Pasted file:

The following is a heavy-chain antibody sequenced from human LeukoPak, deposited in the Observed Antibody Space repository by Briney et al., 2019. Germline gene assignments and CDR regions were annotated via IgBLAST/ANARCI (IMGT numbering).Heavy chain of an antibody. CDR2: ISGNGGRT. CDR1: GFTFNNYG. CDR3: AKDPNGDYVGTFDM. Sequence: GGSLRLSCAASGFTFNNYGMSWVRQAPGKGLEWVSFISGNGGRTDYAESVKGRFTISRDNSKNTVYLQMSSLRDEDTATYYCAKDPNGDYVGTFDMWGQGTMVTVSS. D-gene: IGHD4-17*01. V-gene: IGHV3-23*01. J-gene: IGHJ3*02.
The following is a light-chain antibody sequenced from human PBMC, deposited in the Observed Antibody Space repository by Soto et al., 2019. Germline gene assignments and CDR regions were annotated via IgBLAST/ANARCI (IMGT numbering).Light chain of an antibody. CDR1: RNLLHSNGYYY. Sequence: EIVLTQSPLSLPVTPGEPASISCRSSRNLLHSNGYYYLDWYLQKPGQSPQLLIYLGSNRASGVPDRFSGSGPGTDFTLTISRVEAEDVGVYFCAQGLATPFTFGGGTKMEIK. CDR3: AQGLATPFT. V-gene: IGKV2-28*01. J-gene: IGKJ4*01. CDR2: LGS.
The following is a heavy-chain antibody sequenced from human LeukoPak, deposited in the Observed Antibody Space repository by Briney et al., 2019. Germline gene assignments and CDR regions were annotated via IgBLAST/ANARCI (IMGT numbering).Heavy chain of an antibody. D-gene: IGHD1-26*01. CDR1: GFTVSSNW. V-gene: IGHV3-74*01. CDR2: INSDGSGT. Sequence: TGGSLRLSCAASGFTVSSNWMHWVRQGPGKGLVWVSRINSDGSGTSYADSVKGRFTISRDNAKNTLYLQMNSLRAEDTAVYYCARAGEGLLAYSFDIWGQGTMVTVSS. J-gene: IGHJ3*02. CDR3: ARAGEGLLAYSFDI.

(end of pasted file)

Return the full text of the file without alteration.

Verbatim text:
The following is a heavy-chain antibody sequenced from human LeukoPak, deposited in the Observed Antibody Space repository by Briney et al., 2019. Germline gene assignments and CDR regions were annotated via IgBLAST/ANARCI (IMGT numbering).Heavy chain of an antibody. CDR2: ISGNGGRT. CDR1: GFTFNNYG. CDR3: AKDPNGDYVGTFDM. Sequence: GGSLRLSCAASGFTFNNYGMSWVRQAPGKGLEWVSFISGNGGRTDYAESVKGRFTISRDNSKNTVYLQMSSLRDEDTATYYCAKDPNGDYVGTFDMWGQGTMVTVSS. D-gene: IGHD4-17*01. V-gene: IGHV3-23*01. J-gene: IGHJ3*02.
The following is a light-chain antibody sequenced from human PBMC, deposited in the Observed Antibody Space repository by Soto et al., 2019. Germline gene assignments and CDR regions were annotated via IgBLAST/ANARCI (IMGT numbering).Light chain of an antibody. CDR1: RNLLHSNGYYY. Sequence: EIVLTQSPLSLPVTPGEPASISCRSSRNLLHSNGYYYLDWYLQKPGQSPQLLIYLGSNRASGVPDRFSGSGPGTDFTLTISRVEAEDVGVYFCAQGLATPFTFGGGTKMEIK. CDR3: AQGLATPFT. V-gene: IGKV2-28*01. J-gene: IGKJ4*01. CDR2: LGS.
The following is a heavy-chain antibody sequenced from human LeukoPak, deposited in the Observed Antibody Space repository by Briney et al., 2019. Germline gene assignments and CDR regions were annotated via IgBLAST/ANARCI (IMGT numbering).Heavy chain of an antibody. D-gene: IGHD1-26*01. CDR1: GFTVSSNW. V-gene: IGHV3-74*01. CDR2: INSDGSGT. Sequence: TGGSLRLSCAASGFTVSSNWMHWVRQGPGKGLVWVSRINSDGSGTSYADSVKGRFTISRDNAKNTLYLQMNSLRAEDTAVYYCARAGEGLLAYSFDIWGQGTMVTVSS. J-gene: IGHJ3*02. CDR3: ARAGEGLLAYSFDI.